After missing out on Zack Wheeler [Phillies], could the Minnesota Twins still add a good pitcher on a rich long-term contract like Madison Bumgarner? If you’re risk averse, and you flinch at the prospect of committing $100 million to arm that inherently carries injury risk, how will you ever build a competitive rotation?
We’ve been full of creative ideas this winter to help the Twins improve their 2020 pitching staff. Signing Yasmani Grandal, for example, was an out-there idea that would have helped prevent runs next year. Same holds true for signing Anthony Rendon or a trade for Mookie Betts (or Jackie Bradley Jr.). Another way to upgrade the pitching staff would have been to sign Wheeler to a 5-year deal for $118 million. Now the same can be said of Bumgarner for the Twins, although I’m not sure the industry will view them as equals.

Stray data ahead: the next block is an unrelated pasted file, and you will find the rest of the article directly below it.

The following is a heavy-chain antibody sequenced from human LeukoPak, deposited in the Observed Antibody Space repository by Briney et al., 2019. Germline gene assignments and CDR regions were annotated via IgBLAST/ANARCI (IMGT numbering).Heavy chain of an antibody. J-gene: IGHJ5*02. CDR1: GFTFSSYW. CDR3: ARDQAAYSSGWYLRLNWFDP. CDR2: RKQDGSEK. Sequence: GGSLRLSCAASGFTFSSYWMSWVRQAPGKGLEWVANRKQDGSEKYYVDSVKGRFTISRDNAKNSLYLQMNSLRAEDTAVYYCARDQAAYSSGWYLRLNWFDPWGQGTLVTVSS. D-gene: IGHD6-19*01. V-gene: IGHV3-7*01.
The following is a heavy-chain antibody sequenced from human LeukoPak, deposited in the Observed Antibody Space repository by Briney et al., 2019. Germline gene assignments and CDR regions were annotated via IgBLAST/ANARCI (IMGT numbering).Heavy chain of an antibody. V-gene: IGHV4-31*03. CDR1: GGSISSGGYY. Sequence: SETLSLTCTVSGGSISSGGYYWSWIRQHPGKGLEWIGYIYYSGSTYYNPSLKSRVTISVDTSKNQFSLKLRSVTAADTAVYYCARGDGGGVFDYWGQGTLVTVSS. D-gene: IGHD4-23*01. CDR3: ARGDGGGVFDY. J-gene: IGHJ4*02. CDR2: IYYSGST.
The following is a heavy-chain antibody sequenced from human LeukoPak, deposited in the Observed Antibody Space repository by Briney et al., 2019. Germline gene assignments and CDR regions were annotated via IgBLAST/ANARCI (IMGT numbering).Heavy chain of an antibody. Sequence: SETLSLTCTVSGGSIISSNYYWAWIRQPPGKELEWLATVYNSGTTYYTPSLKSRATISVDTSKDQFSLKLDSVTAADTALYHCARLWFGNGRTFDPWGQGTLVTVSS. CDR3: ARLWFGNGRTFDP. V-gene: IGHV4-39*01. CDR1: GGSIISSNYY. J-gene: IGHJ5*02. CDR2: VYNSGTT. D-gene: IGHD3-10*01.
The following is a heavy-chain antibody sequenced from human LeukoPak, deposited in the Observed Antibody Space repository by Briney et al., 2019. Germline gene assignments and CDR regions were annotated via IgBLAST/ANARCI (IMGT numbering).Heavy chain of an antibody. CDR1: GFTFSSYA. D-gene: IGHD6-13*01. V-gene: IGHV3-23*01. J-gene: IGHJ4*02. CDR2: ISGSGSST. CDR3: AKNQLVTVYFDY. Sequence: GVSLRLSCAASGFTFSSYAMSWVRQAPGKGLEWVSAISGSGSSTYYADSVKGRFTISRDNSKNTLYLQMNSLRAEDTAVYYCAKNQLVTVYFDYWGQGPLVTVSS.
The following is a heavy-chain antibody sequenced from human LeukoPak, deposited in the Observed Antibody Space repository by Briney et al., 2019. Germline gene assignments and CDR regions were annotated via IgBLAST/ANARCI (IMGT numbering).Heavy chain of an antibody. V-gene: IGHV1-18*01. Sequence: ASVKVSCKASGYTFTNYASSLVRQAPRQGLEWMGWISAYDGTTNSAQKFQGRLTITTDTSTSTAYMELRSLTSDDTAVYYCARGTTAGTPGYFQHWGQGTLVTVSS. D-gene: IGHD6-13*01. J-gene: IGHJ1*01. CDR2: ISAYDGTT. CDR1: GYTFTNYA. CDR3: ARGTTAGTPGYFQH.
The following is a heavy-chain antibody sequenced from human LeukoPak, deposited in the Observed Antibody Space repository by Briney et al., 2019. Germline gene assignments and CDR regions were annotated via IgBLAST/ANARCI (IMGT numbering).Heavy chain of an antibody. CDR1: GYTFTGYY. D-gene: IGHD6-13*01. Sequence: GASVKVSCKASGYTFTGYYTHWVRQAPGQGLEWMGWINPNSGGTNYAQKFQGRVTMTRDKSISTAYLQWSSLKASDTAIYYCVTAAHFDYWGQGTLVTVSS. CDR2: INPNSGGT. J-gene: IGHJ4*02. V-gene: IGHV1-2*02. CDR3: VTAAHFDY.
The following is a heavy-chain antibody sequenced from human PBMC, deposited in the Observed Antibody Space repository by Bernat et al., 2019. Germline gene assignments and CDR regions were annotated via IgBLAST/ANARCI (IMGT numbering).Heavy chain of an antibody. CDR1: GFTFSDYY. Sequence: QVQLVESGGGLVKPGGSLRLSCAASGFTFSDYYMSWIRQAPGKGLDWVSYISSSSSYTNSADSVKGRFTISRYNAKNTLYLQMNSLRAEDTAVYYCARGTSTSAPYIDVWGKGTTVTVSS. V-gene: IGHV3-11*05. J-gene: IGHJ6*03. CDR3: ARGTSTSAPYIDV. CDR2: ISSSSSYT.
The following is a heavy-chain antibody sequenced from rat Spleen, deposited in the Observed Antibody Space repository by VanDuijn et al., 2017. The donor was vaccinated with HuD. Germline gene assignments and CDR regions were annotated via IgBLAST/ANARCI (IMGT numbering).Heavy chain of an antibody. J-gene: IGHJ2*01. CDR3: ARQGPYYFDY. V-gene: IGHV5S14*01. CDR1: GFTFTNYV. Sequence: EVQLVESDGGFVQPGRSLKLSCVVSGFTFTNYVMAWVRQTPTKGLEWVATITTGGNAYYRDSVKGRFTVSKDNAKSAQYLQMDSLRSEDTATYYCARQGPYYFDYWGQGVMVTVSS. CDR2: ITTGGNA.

I have another idea to act on today. Now that we’ve seen Wheeler sign and Cole Hamels sign (1 year, $18 million): Which pitchers would be willing to dial up the dollars on a short term deal? If you’re the Twins, get better today by making someone rich without all the long-term commitment.
To be clear, for all the creative ideas this winter, I think the Twins should acquire two more starting pitchers. It’s the safest path to defending their A.L. Central crown. Another path would be to roll with José Berríos and Jake Odorizzi and a third pitcher from outside the organization (trade or free agent), count on two youngsters to emerge in spring training and then be willing to make a big-swing trade in July for an ace. It’s a riskier path in some ways, and barring a frozen trade market this winter, it’s not the path I’d advocate because of the two other serious competitors in the AL Central.
So this column presents a shopping wish list for the 2020 Twins of pitchers that could complete a starting rotation that’s ready to go win a World Series. And I’m throwing in a twist. This list is for the sole purpose of discussing high dollars on one- or two-year contracts.
Every pitching conversation HAS to start with Cole until he’s signed. It just has to. If you want to adjust your sights down as a reader, that’s fine, but the Twins should not allow themselves that convenience.